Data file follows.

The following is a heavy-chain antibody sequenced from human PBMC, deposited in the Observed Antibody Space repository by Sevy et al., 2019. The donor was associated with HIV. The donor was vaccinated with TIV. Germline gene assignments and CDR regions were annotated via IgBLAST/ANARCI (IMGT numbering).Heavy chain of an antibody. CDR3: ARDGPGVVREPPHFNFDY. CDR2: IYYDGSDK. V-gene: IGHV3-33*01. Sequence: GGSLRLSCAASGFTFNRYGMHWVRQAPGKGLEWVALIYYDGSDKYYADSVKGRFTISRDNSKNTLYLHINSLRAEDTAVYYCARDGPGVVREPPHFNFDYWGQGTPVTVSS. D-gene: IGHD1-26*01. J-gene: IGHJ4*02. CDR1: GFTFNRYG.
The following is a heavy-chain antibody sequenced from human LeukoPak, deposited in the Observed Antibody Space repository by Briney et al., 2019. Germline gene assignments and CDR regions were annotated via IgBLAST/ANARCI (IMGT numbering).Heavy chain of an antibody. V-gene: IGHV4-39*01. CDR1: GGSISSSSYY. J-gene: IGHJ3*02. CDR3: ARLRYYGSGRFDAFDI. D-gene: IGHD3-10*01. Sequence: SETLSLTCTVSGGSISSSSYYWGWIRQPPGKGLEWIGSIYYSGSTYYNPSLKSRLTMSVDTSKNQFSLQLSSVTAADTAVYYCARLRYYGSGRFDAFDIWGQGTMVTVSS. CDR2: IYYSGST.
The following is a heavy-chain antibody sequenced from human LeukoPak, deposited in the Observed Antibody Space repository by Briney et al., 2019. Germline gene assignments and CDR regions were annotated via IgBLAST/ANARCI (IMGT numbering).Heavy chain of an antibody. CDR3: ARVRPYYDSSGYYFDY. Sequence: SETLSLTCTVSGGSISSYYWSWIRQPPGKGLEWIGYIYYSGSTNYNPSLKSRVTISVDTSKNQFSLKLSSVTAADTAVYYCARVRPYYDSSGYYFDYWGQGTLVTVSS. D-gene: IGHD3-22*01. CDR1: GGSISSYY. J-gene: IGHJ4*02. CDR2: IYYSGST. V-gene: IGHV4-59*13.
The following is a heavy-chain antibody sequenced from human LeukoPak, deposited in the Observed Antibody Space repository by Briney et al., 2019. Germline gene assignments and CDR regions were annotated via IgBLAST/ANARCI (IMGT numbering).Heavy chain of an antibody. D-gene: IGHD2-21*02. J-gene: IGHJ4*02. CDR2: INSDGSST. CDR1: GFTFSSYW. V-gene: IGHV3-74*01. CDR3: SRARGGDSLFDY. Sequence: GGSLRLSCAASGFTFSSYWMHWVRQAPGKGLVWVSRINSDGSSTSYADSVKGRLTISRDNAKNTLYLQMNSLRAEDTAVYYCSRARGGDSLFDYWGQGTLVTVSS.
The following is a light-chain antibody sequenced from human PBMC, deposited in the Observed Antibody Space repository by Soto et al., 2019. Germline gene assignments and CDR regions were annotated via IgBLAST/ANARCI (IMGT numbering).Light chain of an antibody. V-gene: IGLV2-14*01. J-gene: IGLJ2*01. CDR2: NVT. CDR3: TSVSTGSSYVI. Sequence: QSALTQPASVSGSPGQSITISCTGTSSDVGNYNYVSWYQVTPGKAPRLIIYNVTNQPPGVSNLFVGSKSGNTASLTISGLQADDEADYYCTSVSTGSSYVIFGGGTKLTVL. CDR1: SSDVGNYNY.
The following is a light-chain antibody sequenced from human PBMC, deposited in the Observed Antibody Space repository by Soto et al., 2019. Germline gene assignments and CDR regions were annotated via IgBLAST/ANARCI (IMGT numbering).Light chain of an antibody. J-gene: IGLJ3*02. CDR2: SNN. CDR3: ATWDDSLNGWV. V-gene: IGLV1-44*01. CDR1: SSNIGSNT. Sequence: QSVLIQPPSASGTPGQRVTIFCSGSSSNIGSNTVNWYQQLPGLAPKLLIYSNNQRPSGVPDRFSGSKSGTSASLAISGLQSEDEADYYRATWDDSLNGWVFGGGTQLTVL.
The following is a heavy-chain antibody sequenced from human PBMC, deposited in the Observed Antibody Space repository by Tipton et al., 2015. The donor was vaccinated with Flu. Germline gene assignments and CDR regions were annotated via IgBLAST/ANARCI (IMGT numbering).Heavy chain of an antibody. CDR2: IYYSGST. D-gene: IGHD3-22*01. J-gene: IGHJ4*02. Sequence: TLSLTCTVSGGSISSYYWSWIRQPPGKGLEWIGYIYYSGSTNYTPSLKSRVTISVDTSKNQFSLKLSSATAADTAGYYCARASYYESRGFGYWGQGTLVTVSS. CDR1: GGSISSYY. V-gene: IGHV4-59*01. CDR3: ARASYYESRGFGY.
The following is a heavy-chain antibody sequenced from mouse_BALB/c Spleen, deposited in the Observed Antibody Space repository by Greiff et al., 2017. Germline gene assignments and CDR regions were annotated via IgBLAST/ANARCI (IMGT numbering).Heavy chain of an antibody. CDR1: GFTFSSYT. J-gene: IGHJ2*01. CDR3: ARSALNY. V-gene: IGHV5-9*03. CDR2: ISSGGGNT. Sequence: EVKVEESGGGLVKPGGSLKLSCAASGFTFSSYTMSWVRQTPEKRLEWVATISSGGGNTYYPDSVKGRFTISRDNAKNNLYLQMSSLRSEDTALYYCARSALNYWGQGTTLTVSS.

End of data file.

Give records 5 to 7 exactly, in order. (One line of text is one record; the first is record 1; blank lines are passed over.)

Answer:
The following is a light-chain antibody sequenced from human PBMC, deposited in the Observed Antibody Space repository by Soto et al., 2019. Germline gene assignments and CDR regions were annotated via IgBLAST/ANARCI (IMGT numbering).Light chain of an antibody. V-gene: IGLV2-14*01. J-gene: IGLJ2*01. CDR2: NVT. CDR3: TSVSTGSSYVI. Sequence: QSALTQPASVSGSPGQSITISCTGTSSDVGNYNYVSWYQVTPGKAPRLIIYNVTNQPPGVSNLFVGSKSGNTASLTISGLQADDEADYYCTSVSTGSSYVIFGGGTKLTVL. CDR1: SSDVGNYNY.
The following is a light-chain antibody sequenced from human PBMC, deposited in the Observed Antibody Space repository by Soto et al., 2019. Germline gene assignments and CDR regions were annotated via IgBLAST/ANARCI (IMGT numbering).Light chain of an antibody. J-gene: IGLJ3*02. CDR2: SNN. CDR3: ATWDDSLNGWV. V-gene: IGLV1-44*01. CDR1: SSNIGSNT. Sequence: QSVLIQPPSASGTPGQRVTIFCSGSSSNIGSNTVNWYQQLPGLAPKLLIYSNNQRPSGVPDRFSGSKSGTSASLAISGLQSEDEADYYRATWDDSLNGWVFGGGTQLTVL.
The following is a heavy-chain antibody sequenced from human PBMC, deposited in the Observed Antibody Space repository by Tipton et al., 2015. The donor was vaccinated with Flu. Germline gene assignments and CDR regions were annotated via IgBLAST/ANARCI (IMGT numbering).Heavy chain of an antibody. CDR2: IYYSGST. D-gene: IGHD3-22*01. J-gene: IGHJ4*02. Sequence: TLSLTCTVSGGSISSYYWSWIRQPPGKGLEWIGYIYYSGSTNYTPSLKSRVTISVDTSKNQFSLKLSSATAADTAGYYCARASYYESRGFGYWGQGTLVTVSS. CDR1: GGSISSYY. V-gene: IGHV4-59*01. CDR3: ARASYYESRGFGY.